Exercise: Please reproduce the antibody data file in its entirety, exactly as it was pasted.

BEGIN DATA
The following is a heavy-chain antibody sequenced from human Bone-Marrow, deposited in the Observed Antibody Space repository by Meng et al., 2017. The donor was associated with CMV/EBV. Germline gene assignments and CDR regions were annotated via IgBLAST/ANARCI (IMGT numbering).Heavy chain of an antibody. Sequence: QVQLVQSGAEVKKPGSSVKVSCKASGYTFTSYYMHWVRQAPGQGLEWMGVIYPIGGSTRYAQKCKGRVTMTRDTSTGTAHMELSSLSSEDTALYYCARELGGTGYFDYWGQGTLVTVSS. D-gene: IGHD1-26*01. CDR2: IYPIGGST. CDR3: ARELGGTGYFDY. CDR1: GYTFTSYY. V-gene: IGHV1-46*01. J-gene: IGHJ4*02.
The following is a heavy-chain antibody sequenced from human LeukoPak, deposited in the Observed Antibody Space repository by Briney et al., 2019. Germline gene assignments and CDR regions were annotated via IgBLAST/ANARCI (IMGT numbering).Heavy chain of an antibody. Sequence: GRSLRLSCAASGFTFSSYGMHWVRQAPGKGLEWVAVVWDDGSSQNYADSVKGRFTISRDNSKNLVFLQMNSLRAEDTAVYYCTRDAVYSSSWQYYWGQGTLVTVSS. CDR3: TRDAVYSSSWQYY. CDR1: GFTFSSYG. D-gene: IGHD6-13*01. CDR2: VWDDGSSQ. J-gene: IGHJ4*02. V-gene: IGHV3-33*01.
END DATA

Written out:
The following is a heavy-chain antibody sequenced from human Bone-Marrow, deposited in the Observed Antibody Space repository by Meng et al., 2017. The donor was associated with CMV/EBV. Germline gene assignments and CDR regions were annotated via IgBLAST/ANARCI (IMGT numbering).Heavy chain of an antibody. Sequence: QVQLVQSGAEVKKPGSSVKVSCKASGYTFTSYYMHWVRQAPGQGLEWMGVIYPIGGSTRYAQKCKGRVTMTRDTSTGTAHMELSSLSSEDTALYYCARELGGTGYFDYWGQGTLVTVSS. D-gene: IGHD1-26*01. CDR2: IYPIGGST. CDR3: ARELGGTGYFDY. CDR1: GYTFTSYY. V-gene: IGHV1-46*01. J-gene: IGHJ4*02.
The following is a heavy-chain antibody sequenced from human LeukoPak, deposited in the Observed Antibody Space repository by Briney et al., 2019. Germline gene assignments and CDR regions were annotated via IgBLAST/ANARCI (IMGT numbering).Heavy chain of an antibody. Sequence: GRSLRLSCAASGFTFSSYGMHWVRQAPGKGLEWVAVVWDDGSSQNYADSVKGRFTISRDNSKNLVFLQMNSLRAEDTAVYYCTRDAVYSSSWQYYWGQGTLVTVSS. CDR3: TRDAVYSSSWQYY. CDR1: GFTFSSYG. D-gene: IGHD6-13*01. CDR2: VWDDGSSQ. J-gene: IGHJ4*02. V-gene: IGHV3-33*01.